Blog/Infosec 101/

What is two-factor authentication?

Jul 14, 2020

What do Facebook, Instagram, LinkedIn, and Twitter have in common? They all offer two-factor authentication (also referred to as 2FA) — an extra layer of security designed to protect your accounts. Let’s dive deeper into two-factor authentication and learn how it works.

What is two-factor authentication (2FA)?

There are three types of authentication:

  • something you know (a password, PIN, or pattern);
  • something you have (a token, card, or phone);
  • something you are (a fingerprint, voice, or retina).

When you only have to enter your username and password, you are using single-factor authentication. Two-factor authentication includes one more step in the login process: after entering their credentials, users also have to verify their identity by typing a code received via SMS or authentication apps, such as Google Authenticator, Authy, or Duo.

Two-factor authentication is used extensively in banking operations, but is disabled by default in many other services — users can choose to turn it on manually.

Why should you enable two-factor authentication?

It’s enough for a hacker to know your name and email to build your online profile and crack your password. In 2019, Facebook experienced several data breaches, exposing data of more than 800 million users. Sensitive information obtained through major breaches usually ends up available for sale on the dark web.

With two-factor authentication, your account remains secure even if your password gets exposed.

But two-factor authentication isn’t a digital fortress — it has its vulnerabilities. SMS codes can be intercepted, and your smartphone might be stolen and used to log in to your accounts.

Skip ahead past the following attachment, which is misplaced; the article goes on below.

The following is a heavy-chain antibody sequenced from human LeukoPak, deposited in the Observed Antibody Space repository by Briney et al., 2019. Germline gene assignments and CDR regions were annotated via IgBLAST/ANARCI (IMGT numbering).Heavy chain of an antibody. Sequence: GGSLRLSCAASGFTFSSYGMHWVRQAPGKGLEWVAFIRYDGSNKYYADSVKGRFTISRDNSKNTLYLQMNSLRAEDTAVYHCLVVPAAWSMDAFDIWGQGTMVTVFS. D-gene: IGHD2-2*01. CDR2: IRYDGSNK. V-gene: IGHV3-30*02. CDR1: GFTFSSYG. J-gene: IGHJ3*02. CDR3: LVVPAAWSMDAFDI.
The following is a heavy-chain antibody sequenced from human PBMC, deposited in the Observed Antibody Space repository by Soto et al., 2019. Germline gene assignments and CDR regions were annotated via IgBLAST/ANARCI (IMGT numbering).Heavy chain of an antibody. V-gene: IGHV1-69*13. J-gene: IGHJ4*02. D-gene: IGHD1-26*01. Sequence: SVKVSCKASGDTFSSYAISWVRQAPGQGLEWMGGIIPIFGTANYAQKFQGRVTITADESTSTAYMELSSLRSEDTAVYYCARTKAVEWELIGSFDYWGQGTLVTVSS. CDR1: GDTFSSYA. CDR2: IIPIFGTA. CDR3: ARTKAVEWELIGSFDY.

Do people use two-factor authentication?

The short answer is no. The reason why many people avoid using two-factor authentication is that it takes extra time. Google has revealed that only 10% of accounts linked to its services enable two-factor authentication. Surveys also suggest that half of Americans have never even heard about the feature.

Service providers have been trying to persuade people to use two-factor authentication, but without luck. They’re also afraid that if they force it upon users, they might leave for their competitors.

When it comes to enterprises, it’s a whole different story. Companies own so much sensitive data that they don’t want to take chances and risk getting hacked. That’s why many of them leave no choice to employees but to use two-factor authentication.

Password is still the king

While two-factor authentication might seem like a lifesaver, it is important to understand that it doesn’t replace passwords — it’s just an additional step to boost your online security. So you should still use a strong password consisting of letters, numbers, and special characters. You don’t need to be a hacking expert to crack weak passwords, like “mycatbob” or “password200”. However, if your password looks more like k!kf8#764A*QY\%%TYd, it will be much harder to crack.

What happens if I lose my phone?

If you lose the phone you used to authenticate yourself, it’s not a big issue, as service providers support backup codes. We recommend printing those out and keeping them in a safe place.

Or try NordLocker. It’s an easy-to-use app that encrypts your files and keeps them securely locked on your computer or cloud storage. You can add all the sensitive files to your digital vault and access them whenever you need them.

Elisa Armstrong

Elisa Armstrong

Verified author

Elisa’s all about languages. She speaks five, loves stand-up comedy, and is writing her first novel. Besides her extensive knowledge of cybersecurity, she’s an expert in persuasion techniques hackers use and strives to teach people how to avoid online scams.